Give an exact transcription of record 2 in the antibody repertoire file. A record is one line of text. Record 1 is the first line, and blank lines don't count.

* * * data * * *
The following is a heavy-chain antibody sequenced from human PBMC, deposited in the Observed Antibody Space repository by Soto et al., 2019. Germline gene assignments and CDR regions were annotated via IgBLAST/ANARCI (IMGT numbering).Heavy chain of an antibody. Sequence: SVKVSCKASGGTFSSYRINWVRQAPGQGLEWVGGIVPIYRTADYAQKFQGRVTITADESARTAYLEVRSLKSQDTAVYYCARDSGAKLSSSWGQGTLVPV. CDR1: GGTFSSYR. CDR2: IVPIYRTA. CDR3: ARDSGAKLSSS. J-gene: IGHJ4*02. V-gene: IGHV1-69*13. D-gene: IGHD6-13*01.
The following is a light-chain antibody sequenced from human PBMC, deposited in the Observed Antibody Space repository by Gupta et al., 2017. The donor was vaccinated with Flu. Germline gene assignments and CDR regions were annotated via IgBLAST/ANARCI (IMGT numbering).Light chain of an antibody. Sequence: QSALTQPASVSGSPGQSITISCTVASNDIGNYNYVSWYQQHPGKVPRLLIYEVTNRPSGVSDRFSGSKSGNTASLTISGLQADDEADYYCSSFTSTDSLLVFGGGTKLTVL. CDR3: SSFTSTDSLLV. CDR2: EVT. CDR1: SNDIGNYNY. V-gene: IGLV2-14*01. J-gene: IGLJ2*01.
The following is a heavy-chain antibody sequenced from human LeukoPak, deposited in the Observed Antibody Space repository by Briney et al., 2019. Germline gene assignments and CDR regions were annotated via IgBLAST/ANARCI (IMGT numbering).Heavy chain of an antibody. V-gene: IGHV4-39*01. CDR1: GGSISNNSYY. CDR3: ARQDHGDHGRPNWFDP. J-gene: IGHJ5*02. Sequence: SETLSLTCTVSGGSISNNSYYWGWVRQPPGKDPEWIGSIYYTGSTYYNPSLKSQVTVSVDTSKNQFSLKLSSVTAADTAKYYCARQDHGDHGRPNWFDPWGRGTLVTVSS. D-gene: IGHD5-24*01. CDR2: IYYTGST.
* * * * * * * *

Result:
The following is a light-chain antibody sequenced from human PBMC, deposited in the Observed Antibody Space repository by Gupta et al., 2017. The donor was vaccinated with Flu. Germline gene assignments and CDR regions were annotated via IgBLAST/ANARCI (IMGT numbering).Light chain of an antibody. Sequence: QSALTQPASVSGSPGQSITISCTVASNDIGNYNYVSWYQQHPGKVPRLLIYEVTNRPSGVSDRFSGSKSGNTASLTISGLQADDEADYYCSSFTSTDSLLVFGGGTKLTVL. CDR3: SSFTSTDSLLV. CDR2: EVT. CDR1: SNDIGNYNY. V-gene: IGLV2-14*01. J-gene: IGLJ2*01.